It can be as secure — perhaps even more secure — because it’s used in a different way.
You can also choose to increase its security by using some of the same techniques we use for passwords in general.
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The big difference: scope
The biggest difference between using a PIN and a password to sign in is that the PIN only works on the machine on which you set it up.
If someone knows your PIN, they’ll have access to your machine, but only if they also have the machine in their possession. If they can do that, your machine isn’t physically secure. With or without your PIN, anyone who has physical access to your machine can use any number of techniques to get at its contents.
There are at least two instances in which having an “easy” or even automatic sign-in puts you at additional risk:
- if you have saved logins or passwords in your browser — anyone can walk up to your machine and access those sites or credentials
- if you use Bitlocker to encrypt your data; logging allows access to that data
In those cases, the ability to log in — using that “easy to remember” PIN — could allow access, but it still requires physical access to the machine.
A PIN can be more secure
When installed, keyloggers secretly record your keystrokes and send the recording to hackers. Log in to a website, for example, and the keystroke logger records both your username and password. Only something like multi-factor authentication can save you.
If you use a PIN to sign in to your machine, however, they can record anything they like and it won’t get them anywhere. The PIN only works on your actual machine, which some remote hacker doesn’t have access to. Even if you use a Microsoft account to sign in to your machine, that PIN is useless everywhere else.
There’s an argument that using a PIN is actually more secure, since you never actually type your Microsoft account password into your machine. Keyloggers can’t log what you never enter.
Strength: treat it like a password
If a PIN still makes you uncomfortable, consider treating it like a password.
There are two ways.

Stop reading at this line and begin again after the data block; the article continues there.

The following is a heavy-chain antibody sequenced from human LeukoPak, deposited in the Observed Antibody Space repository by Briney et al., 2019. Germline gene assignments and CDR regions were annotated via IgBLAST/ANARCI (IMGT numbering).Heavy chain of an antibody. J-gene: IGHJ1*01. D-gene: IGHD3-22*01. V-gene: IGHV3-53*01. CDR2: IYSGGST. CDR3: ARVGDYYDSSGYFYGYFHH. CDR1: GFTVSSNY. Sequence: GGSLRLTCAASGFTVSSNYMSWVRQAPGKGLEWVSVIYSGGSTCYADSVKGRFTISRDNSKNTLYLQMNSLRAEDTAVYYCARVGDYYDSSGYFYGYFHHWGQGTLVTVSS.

The first is to make it longer. There’s nothing that says you have to use your 4-digit ATM PIN as your Windows sign-in PIN. Use something longer — much longer, if you like. Just as adding a character to your regular password makes it exponentially stronger, the same applies to your PIN. Just add digits.
Speaking of passwords, the second is to include letters and symbols in your PIN.
A PIN with letters and symbols is nothing more than a password. This, then, would act as a alternative password used to sign in only to this specific machine.
Local accounts: PINs are convenient
Using a PIN is, I believe, intended as a way to make signing in to your Microsoft account more convenient, and, as we’ve seen, perhaps even a little more secure (by not having to type in your actual account password). If you can log in with a PIN, you’re free to make your actual Microsoft account password long and complex — especially if it’s filled in elsewhere by your password vault — strengthening the security of things like your Outlook.com email, OneDrive online storage and more.
The downside, of course, is that signing in with a local account doesn’t get you any of the benefits of signing in with a Microsoft account, like synchronized settings across machines, integration with the Microsoft Store, and several Microsoft apps and applications. Nonetheless, it’s a choice some people make for a variety of reasons.
And, yes, you can sign in to a local account using a PIN as well, though the benefit is primarily convenience.
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